When their documentary Catfish premiered at Sundance, Ariel Schulman and Henry Joost sparked a discussion over the ethics of non-fiction filmmaking, with some believing the “documentary” label itself belonged in scare-quotes. Their subsequent MTV reality series of the same name explored similar stories as the film with more polish and arranged drama than insight, but then Schulman and Joost don’t seem to care about such persnickety rules. They care more about creating viral moments, building movies and TV shows around clickable conceits that have the potential of getting passed around on social media. It’s not for nothing that they were tasked to direct the third and fourth Paranormal Activity movies, adding to a franchise that turned record profits off vid-cam minimalism and a hashtag.
Schulman and Joost’s new techno-thriller Nerve ingeniously reinvents The Game for the age of Snapchat and Periscope, with the corporate nefariousness of David Fincher’s film replaced by dark-web hackers and peer-to-peer voyeurs and sadists. Written by Jessica Sharzer, the film’s chief strength is an online game that’s been so well thought-through that it’s surprising it doesn’t exist in the real world. Nerve is described as a game of Truth or Dare without “truth” as an option. Users can sign up as either a “Player” or a “Watcher.” Players are sent on a series of dares of escalating risk and reward, with cash prizes awarded to those who accept a mission and complete it on time, without “bailing or failing,” and record their adventures on their phone. Watchers pay a fee to suggest dares and follow their favorite Players, who rack up points based on how many people are tracking them.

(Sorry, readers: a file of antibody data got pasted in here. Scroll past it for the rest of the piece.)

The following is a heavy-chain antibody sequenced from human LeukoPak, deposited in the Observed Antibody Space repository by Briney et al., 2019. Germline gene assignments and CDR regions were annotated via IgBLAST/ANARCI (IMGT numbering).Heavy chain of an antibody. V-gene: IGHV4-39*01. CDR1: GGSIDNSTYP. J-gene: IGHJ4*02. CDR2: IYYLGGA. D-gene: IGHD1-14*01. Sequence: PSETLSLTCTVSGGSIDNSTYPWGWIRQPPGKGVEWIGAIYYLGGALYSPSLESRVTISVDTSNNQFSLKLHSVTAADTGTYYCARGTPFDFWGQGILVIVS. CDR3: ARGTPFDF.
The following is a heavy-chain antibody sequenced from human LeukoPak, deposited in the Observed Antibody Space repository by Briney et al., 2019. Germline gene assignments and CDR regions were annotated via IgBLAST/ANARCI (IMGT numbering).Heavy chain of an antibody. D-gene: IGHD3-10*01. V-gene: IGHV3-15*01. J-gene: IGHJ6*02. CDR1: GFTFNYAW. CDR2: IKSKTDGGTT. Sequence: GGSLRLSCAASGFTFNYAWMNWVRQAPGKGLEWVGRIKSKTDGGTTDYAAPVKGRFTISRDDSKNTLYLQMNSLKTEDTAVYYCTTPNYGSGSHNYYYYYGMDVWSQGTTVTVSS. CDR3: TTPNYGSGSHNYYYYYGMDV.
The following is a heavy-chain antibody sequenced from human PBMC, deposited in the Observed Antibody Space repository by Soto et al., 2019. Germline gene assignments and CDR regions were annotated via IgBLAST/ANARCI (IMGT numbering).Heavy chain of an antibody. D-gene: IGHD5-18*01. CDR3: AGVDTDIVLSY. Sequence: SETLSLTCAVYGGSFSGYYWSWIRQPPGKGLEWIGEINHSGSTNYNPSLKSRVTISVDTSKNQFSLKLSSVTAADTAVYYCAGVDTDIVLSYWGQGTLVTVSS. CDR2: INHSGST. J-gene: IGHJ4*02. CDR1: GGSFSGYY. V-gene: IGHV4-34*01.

Into this virtual arena steps Venus “Vee” Delmonico (Emma Roberts), a stock shy-girl type who snaps photographs for the high school yearbook and never acts on her secret crush for a football player. His best friend is a stock wild-girl type, Sydney (Emily Meade), who pressures Vee to come out of her shell and join Nerve as a Player. Vee’s first dare, to make out with a stranger for five seconds for $100, turns out to be an arranged partnership, pairing her with another Player, Ian (Dave Franco), and sending them together on a wild night that gets more lucrative and dangerous as their viral celebrity spikes. As Vee and Ian are incentivized to moving ahead to the finals, the source of this online phenomenon and the safety of its participants gets called into question.